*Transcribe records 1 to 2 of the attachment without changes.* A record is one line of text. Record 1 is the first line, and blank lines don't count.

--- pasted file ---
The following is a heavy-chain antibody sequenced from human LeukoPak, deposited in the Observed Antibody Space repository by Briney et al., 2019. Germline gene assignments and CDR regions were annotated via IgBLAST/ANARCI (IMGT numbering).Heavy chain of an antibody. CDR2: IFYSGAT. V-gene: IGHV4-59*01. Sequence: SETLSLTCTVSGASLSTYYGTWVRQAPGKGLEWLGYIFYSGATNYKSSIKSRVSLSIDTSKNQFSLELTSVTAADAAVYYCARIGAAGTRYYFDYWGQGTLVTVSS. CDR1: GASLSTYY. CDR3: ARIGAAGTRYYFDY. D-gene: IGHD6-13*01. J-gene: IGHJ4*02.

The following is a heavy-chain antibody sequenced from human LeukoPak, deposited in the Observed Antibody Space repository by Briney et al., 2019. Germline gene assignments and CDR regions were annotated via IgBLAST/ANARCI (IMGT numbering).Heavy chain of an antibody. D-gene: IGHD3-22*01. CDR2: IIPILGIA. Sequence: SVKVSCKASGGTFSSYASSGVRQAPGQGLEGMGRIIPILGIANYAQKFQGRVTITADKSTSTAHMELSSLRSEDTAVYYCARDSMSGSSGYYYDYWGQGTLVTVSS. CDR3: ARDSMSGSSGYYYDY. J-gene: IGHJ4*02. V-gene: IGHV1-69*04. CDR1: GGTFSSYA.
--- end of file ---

The following is a heavy-chain antibody sequenced from human LeukoPak, deposited in the Observed Antibody Space repository by Briney et al., 2019. Germline gene assignments and CDR regions were annotated via IgBLAST/ANARCI (IMGT numbering).Heavy chain of an antibody. CDR2: IFYSGAT. V-gene: IGHV4-59*01. Sequence: SETLSLTCTVSGASLSTYYGTWVRQAPGKGLEWLGYIFYSGATNYKSSIKSRVSLSIDTSKNQFSLELTSVTAADAAVYYCARIGAAGTRYYFDYWGQGTLVTVSS. CDR1: GASLSTYY. CDR3: ARIGAAGTRYYFDY. D-gene: IGHD6-13*01. J-gene: IGHJ4*02.

The following is a heavy-chain antibody sequenced from human LeukoPak, deposited in the Observed Antibody Space repository by Briney et al., 2019. Germline gene assignments and CDR regions were annotated via IgBLAST/ANARCI (IMGT numbering).Heavy chain of an antibody. D-gene: IGHD3-22*01. CDR2: IIPILGIA. Sequence: SVKVSCKASGGTFSSYASSGVRQAPGQGLEGMGRIIPILGIANYAQKFQGRVTITADKSTSTAHMELSSLRSEDTAVYYCARDSMSGSSGYYYDYWGQGTLVTVSS. CDR3: ARDSMSGSSGYYYDY. J-gene: IGHJ4*02. V-gene: IGHV1-69*04. CDR1: GGTFSSYA.